Sho Dozono is a businessman who has played a role in expanding local business around Portland while priding himself on ethical practices. Despite the fact that he has never held a political office, Dozono is running for mayor of Portland and feels he is best suited for the job.
Sho Dozono is a businessman who has played a role in expanding local business around Portland while priding himself on ethical practices.
Despite the fact that he has never held a political office, Dozono is running for mayor of Portland and feels he is best suited for the job.
Last Friday, members of the City Club of Portland gathered inside the Governor Hotel to listen to Dozono and the other mayoral hopeful, City Commissioner Sam Adams, debate on topics ranging from the local economy, to how to decrease traffic flow, to how to properly fund public education.
Throughout the debate, Dozono spoke of change and the need for a fresh face in City Hall, asking voters to examine his business record and noting his more than 30 years of successes. Dozono elaborated on his charitable contributions to victims of Sept. 11 and Hurricane Katrina. He also said the financial and social struggles he endured as a child have left him more equipped to lead.
“People want a fresh perspective in City Hall,” Dozono said. “City Hall insiders are too comfortable. People are nervous about the basics, like schools and jobs. We need leaders with diverse real-life perspectives.”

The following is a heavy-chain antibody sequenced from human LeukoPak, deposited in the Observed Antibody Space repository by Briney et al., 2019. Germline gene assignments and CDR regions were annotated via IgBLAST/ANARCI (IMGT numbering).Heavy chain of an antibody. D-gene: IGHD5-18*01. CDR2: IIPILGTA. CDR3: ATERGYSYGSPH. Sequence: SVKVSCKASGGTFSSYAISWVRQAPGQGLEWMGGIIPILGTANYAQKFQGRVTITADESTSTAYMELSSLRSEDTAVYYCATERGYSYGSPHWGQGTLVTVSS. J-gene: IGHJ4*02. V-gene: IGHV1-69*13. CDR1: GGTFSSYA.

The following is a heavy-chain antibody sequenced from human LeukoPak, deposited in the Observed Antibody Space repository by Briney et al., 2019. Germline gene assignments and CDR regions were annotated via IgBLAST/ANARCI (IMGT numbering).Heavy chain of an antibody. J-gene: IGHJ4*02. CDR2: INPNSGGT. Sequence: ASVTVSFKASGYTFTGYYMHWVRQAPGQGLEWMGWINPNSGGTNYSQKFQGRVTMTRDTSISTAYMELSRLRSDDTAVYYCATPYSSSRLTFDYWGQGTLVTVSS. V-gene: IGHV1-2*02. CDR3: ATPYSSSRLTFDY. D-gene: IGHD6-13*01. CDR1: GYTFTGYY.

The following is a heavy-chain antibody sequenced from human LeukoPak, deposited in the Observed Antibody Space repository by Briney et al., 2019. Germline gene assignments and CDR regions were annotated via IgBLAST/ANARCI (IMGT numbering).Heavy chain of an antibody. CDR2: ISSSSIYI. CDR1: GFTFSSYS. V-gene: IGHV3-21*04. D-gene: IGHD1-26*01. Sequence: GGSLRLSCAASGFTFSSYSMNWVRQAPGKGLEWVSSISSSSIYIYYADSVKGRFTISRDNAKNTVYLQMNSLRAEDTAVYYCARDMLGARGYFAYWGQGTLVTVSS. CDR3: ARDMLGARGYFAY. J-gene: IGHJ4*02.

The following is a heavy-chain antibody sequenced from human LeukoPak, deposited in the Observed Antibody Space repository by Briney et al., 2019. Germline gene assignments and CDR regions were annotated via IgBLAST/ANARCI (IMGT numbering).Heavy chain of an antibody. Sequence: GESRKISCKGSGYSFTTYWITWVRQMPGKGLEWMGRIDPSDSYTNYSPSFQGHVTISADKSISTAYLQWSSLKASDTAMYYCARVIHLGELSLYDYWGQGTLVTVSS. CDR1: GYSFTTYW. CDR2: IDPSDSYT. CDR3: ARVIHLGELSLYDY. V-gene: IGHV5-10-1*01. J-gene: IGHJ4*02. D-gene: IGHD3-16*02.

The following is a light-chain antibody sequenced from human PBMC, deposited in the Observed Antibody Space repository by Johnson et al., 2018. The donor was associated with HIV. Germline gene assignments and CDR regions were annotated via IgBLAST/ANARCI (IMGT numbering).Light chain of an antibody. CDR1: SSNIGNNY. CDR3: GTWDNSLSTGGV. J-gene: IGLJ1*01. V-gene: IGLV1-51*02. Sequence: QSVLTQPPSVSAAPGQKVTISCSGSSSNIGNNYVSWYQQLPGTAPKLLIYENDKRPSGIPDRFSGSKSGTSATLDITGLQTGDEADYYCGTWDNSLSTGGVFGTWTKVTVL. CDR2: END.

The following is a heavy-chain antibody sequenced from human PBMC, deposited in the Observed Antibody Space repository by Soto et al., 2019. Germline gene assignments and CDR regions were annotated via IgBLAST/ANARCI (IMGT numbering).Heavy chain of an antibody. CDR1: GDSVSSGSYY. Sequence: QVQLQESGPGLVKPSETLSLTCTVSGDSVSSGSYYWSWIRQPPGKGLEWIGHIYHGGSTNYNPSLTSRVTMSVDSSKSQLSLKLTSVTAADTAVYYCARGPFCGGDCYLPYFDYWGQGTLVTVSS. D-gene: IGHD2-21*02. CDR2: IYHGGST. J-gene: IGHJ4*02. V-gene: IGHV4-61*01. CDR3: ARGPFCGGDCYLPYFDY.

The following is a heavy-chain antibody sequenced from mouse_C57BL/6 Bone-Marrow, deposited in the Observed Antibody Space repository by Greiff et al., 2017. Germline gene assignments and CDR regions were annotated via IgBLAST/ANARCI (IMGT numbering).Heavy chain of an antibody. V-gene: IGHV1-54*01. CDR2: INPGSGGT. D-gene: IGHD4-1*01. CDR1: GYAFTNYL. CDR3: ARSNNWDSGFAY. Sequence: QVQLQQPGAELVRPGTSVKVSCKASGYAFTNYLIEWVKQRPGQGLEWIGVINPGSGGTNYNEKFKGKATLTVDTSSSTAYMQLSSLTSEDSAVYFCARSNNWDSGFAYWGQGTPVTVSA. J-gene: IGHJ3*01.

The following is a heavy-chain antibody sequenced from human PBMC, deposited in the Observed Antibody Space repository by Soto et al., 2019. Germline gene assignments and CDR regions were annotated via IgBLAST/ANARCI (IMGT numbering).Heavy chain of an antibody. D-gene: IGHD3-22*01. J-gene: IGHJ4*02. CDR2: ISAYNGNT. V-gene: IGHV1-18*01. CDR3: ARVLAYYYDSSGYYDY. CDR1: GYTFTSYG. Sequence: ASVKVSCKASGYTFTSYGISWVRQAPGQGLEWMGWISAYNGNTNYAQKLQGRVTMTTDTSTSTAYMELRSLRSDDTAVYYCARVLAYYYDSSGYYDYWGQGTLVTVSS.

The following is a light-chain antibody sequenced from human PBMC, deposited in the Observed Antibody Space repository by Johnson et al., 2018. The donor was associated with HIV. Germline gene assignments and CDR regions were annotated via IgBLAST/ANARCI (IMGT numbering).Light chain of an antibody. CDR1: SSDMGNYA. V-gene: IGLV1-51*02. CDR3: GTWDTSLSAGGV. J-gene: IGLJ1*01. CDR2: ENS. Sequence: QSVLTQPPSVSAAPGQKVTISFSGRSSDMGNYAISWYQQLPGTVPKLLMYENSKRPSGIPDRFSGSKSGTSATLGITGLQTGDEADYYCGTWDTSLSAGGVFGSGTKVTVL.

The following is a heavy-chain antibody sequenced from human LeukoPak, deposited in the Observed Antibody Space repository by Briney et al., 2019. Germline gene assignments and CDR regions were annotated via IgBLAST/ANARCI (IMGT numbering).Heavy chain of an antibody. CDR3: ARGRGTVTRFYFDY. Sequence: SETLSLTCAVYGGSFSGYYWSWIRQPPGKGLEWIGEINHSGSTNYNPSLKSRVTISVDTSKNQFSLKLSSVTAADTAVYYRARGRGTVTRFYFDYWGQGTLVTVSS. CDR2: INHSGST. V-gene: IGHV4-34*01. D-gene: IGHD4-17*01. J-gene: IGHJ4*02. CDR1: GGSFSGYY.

A life in Portland
Dozono grew up in Portland’s eastside, where, he said, his family struggled to make financial ends meet while also dealing with the ridicule of being labeled “outsiders.” He said some members of his Japanese-American family were even deported from the United States and placed in internment camps during World War II.
He said he was inspired by his childhood hardships and vowed to help others within Portland achieve something greater.
According to his Web site, www.shoformayor.com, he has “dedicated his time and energy to improving Portland’s community.”
Dozono, who received a master’s in education in 1968 from Portland State, taught at Grant High School after serving three years in the U.S. Army. He has also won multiple awards for his work in Portland, including the Spirit of Portland Award in 1996 and 2001 and the Tom McCall Leadership Award from Stop Oregon Litter and Vandalism in 2002.
Keeping PSU in mind
One of the questions for Dozono from City Club members last Friday asked him to elaborate on a previous statement he made that said a vote for Dozono is like voting a second term for current Mayor Tom Potter.
“My life experience within the private sector is what makes me a different leader,” Dozono said. “I play a different role in the community than Potter. I am not here to follow his coattail.”
As a graduate of PSU, Dozono said he feels a direct responsibility to help alleviate the ongoing pay dispute between faculty and administration.
“As mayor you must be the chief advocate for pubic education on all levels,” Dozono said. “I am a great supporter of PSU and find it disturbing that the faculty are on the verge of striking. Portland State is a wonderful urban university that needs our continued support by giving students more opportunities. We must also continue to support the faculty and demand the best professors be available in all departments. The state needs to step up and provide the proper funding teachers on all levels deserve.”